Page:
Finding Resources and Supplies: Gardening can get expensive if you are buying your supplies new. Many resources exist online and through your community to find soil, seeds, pots and tools. Many local libraries have tool lending programs and seed exchanges. In Manatee County, our Extension Office hosts a local seed coop and we have many free seeds available at our Master Gardener Volunteer Plant Clinic. Check your local municipality for free compost and mulch that you can pick up at the waste management facility. If you opt to buy your supplies, check online message boards such as Facebook, Craigslist or Nextdoor to find individuals reselling used items to limit the up-front cost.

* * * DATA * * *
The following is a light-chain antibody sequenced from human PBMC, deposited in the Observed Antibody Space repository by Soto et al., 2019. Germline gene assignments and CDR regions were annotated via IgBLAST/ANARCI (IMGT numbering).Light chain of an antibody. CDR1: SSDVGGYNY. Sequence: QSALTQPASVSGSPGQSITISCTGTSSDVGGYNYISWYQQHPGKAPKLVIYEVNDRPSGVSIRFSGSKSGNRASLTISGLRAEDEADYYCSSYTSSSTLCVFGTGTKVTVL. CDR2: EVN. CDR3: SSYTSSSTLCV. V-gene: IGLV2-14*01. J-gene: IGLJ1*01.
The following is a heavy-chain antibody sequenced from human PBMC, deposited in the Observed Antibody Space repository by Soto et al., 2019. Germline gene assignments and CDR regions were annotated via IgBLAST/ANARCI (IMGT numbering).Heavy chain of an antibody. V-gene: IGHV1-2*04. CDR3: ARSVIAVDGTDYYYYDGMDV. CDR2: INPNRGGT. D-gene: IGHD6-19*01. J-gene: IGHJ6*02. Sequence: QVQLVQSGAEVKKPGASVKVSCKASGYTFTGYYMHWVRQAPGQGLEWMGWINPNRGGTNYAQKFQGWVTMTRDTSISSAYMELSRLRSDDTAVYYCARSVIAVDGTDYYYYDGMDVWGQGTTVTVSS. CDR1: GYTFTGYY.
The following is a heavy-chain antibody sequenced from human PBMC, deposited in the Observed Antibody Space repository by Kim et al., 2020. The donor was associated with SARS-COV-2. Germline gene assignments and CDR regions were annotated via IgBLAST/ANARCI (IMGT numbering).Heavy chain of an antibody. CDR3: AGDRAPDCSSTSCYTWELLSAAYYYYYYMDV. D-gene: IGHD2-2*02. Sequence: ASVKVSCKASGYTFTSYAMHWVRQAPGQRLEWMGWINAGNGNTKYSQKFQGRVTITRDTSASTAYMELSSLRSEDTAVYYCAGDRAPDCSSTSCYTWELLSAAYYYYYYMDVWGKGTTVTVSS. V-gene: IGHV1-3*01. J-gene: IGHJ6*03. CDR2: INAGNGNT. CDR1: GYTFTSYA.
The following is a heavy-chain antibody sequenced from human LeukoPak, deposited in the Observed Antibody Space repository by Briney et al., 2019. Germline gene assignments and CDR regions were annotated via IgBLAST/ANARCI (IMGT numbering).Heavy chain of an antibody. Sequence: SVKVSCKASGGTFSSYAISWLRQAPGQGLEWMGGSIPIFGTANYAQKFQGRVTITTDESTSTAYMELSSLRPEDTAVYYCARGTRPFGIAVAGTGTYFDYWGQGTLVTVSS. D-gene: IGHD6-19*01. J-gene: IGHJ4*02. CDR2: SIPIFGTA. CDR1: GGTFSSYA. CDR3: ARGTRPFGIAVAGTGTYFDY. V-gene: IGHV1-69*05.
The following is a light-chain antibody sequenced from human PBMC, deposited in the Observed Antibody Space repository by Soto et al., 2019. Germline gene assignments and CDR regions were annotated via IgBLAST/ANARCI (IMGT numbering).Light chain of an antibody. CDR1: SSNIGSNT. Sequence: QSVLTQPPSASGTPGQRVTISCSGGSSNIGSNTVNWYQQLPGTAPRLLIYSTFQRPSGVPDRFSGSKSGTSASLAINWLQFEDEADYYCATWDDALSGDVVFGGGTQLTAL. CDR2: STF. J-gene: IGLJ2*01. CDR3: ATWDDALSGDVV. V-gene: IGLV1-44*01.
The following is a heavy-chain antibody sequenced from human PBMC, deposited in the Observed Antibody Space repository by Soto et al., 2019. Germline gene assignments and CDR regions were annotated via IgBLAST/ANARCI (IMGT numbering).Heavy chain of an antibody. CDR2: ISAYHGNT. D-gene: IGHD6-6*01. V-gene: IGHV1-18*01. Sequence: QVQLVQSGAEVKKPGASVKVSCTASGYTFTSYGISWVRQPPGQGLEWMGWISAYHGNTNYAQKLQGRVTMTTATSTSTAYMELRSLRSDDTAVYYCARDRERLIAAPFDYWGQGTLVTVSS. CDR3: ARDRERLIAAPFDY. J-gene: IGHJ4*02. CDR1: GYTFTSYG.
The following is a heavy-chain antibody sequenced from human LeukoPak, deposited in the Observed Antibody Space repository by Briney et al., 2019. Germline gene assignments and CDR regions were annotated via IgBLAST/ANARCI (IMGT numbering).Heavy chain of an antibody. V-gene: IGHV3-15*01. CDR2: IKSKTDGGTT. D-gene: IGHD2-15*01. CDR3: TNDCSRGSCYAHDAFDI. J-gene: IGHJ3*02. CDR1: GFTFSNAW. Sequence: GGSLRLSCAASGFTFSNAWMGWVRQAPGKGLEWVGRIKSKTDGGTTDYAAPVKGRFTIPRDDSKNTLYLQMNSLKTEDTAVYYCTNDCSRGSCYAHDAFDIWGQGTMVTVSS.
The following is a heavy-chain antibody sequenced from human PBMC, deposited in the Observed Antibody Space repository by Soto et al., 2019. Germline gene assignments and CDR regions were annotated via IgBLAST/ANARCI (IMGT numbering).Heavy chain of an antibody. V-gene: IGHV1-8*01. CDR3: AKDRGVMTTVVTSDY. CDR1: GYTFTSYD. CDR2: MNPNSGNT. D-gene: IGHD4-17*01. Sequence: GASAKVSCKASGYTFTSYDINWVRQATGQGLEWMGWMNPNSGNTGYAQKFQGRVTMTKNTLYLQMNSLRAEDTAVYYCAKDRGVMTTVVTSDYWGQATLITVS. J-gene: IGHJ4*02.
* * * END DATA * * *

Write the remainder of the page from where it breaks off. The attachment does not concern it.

Have Fun: Once you have your garden planned, next comes the fun.
When planting, you should follow these steps:
- Water Plants
- Place plants
- Dig holes;
- approximately 1/3 wider than the pot and just deep enough for the roots to sit about 1 inch above the surrounding soil (plants will settle)
- Remove plants from pots and loosen roots if necessary. If planting seeds, sow according to instructions on seed packet or according to recommendations.
- Water the surrounding soil and the root mass.
- Check on the freshly planted plants frequently and give water approx.. 5 days per week in the first two weeks then 3 for the next two weeks.
- Continue to water on a frequent basis for the first three months. Then as needed.
Check out these resources and articles for more tips.
Thanks for reading and look for our next installment of the series which will discuss ways to engage young children in gardening.